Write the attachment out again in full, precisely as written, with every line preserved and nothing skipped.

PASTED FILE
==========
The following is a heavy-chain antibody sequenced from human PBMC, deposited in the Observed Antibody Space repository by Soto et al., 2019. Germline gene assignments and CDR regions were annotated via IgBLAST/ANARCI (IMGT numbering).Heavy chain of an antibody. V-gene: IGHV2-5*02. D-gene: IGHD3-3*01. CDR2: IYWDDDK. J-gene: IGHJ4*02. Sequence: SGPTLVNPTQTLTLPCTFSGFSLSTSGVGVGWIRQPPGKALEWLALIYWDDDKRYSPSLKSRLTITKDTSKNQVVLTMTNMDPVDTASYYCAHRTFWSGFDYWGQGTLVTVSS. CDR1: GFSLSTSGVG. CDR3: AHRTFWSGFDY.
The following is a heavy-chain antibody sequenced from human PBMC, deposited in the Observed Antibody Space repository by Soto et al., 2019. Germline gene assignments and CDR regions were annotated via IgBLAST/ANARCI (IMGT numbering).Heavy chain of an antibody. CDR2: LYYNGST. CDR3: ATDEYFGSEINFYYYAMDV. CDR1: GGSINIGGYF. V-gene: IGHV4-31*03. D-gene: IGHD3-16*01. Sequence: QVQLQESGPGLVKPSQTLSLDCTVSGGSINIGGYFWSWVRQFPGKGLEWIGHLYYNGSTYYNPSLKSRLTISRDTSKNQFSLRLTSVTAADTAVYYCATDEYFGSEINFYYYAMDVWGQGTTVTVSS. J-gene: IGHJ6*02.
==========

The following is a heavy-chain antibody sequenced from human PBMC, deposited in the Observed Antibody Space repository by Soto et al., 2019. Germline gene assignments and CDR regions were annotated via IgBLAST/ANARCI (IMGT numbering).Heavy chain of an antibody. V-gene: IGHV2-5*02. D-gene: IGHD3-3*01. CDR2: IYWDDDK. J-gene: IGHJ4*02. Sequence: SGPTLVNPTQTLTLPCTFSGFSLSTSGVGVGWIRQPPGKALEWLALIYWDDDKRYSPSLKSRLTITKDTSKNQVVLTMTNMDPVDTASYYCAHRTFWSGFDYWGQGTLVTVSS. CDR1: GFSLSTSGVG. CDR3: AHRTFWSGFDY.
The following is a heavy-chain antibody sequenced from human PBMC, deposited in the Observed Antibody Space repository by Soto et al., 2019. Germline gene assignments and CDR regions were annotated via IgBLAST/ANARCI (IMGT numbering).Heavy chain of an antibody. CDR2: LYYNGST. CDR3: ATDEYFGSEINFYYYAMDV. CDR1: GGSINIGGYF. V-gene: IGHV4-31*03. D-gene: IGHD3-16*01. Sequence: QVQLQESGPGLVKPSQTLSLDCTVSGGSINIGGYFWSWVRQFPGKGLEWIGHLYYNGSTYYNPSLKSRLTISRDTSKNQFSLRLTSVTAADTAVYYCATDEYFGSEINFYYYAMDVWGQGTTVTVSS. J-gene: IGHJ6*02.